If you do not isolate the components for testing then why measure it all? There are so many variables within the case and your room that any measurements provided are worthless.It would be nice to see how these air coolers compare to water systems. Why is there not a review or at least a comparison in your results?
  • Wesley Fink - Wednesday, March 7, 2007 - link

    We measure and report total system noise with each cooler using a standardized test system that is typical of an enthusiast system. We have not evaluated individual fans.
  • PCTechNow - Wednesday, March 7, 2007 - link

    Is the noise level in your room and case always the same between test measurements? If you do not isolate the test parts and ensure the room noise level is equal then how are your results valid? I am not a gamer so I expect to have a quiet system. I do not think you are providing numbers that cater to the majority of people who use computers. It is hard to tell from any of your results if a unit is really quiet or not. The power supply is already at 38db so any cooler that is quieter than this will not be reported. Is there anyway to tell us if a cooler is quieter than 38db?
  • Wesley Fink - Wednesday, March 7, 2007 - link

    The noise level in my test room is always below the noise floor of the single standardized test system with the case side open. I measure the room noise each time before I begin system/cooler noise measurements.

    There is already a web site for users who are obsessed with system noise, and we are not a substitute. We are trying to address users who care about system noise and want to build a quiet PC on a relative basis - not those who make noise their only concern in choosing computer components.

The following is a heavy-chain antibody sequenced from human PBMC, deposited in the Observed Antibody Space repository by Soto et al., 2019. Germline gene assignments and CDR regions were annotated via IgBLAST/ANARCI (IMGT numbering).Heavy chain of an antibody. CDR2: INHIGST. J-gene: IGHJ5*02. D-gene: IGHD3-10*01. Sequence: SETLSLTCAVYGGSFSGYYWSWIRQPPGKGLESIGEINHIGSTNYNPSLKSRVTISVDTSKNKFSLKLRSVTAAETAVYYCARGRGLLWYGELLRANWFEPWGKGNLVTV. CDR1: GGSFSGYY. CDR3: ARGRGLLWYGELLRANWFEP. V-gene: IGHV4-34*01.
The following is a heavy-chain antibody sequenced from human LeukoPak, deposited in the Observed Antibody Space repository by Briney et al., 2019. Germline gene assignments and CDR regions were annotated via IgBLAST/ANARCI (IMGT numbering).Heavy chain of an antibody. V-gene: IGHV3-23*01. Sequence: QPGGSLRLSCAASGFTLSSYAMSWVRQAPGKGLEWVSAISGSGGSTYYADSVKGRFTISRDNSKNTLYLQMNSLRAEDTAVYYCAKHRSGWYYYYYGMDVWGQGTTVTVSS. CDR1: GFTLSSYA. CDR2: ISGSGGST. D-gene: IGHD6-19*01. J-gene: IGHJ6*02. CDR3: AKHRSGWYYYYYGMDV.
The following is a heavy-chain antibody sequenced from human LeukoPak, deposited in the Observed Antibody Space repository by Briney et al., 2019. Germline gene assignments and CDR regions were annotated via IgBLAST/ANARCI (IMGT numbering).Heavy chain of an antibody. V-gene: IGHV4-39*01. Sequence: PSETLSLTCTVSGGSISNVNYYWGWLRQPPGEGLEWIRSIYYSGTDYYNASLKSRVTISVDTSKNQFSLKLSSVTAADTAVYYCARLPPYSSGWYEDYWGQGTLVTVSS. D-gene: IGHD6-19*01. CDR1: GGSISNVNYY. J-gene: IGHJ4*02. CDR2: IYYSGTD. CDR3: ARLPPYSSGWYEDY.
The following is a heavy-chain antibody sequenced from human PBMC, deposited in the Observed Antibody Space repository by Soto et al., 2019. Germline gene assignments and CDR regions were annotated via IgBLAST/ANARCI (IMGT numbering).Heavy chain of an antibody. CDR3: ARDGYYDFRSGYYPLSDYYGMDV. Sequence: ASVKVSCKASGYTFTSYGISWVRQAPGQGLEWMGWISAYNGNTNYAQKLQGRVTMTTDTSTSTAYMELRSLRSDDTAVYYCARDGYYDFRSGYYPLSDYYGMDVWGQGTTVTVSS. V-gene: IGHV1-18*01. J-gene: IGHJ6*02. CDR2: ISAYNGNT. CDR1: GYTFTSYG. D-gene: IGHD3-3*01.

Manufacturers are definitely doing a better job of addressing noise these days - mainly because users like our reders complain about high noise components and stop buying them. There are not many 62db fans around like the screamers that used to be common on Socket A builds.

    I wish the northbrdge coolers were quieter - that is where the highest noise is these days. The Northbridge fan on the test EVGA 680i is the noisiest component in our system. It is so gbad we have to disconnect it before making any noise measurements on coolers.
  • PCTechNow - Wednesday, March 7, 2007 - link

    What is your problem with not using quieter components in the test PC or even changing rooms? Fine with not catering to quiet pc users but at least get your noise floor down to something reasonable like 30db. I am sure I am not in the minority here but most of the boards used now are passively cooled so the two main noise issues in a pc are the cooler and power supply. I am not after total silence but having something that is not louder than the ambient noise in the room is important.
  • gramboh - Thursday, March 8, 2007 - link

    The review is fine for users like me, those that are going to build a PC, want it to be REASONABLY quiet, but also overclock and have a high end video card for gaming. If you browse the AT forums, a lot of the users fall into this bucket. Yes there are also silence enthusaists, HTPC etc. If I were building one of those systems I would be reading up on SPCR.

    The review is gauging an overall end user experience.
  • kmmatney - Wednesday, March 7, 2007 - link

    "I am not after total silence but having something that is not louder than the ambient noise in the room is important."

    That doesn't really make sense - anything lower than the ambient noise will be pretty much silent. If you want a silent cpu, then go fanless. Most people have a power supply that makes noise, as well as video cards that make noise, and these reviews make sense.
  • bigpow - Wednesday, March 7, 2007 - link

    I was absent for a one year and now I never see it being compared anymore..
    How is it compared to today's top coolers?
    Is Scythe Infinity the new Ninja/p?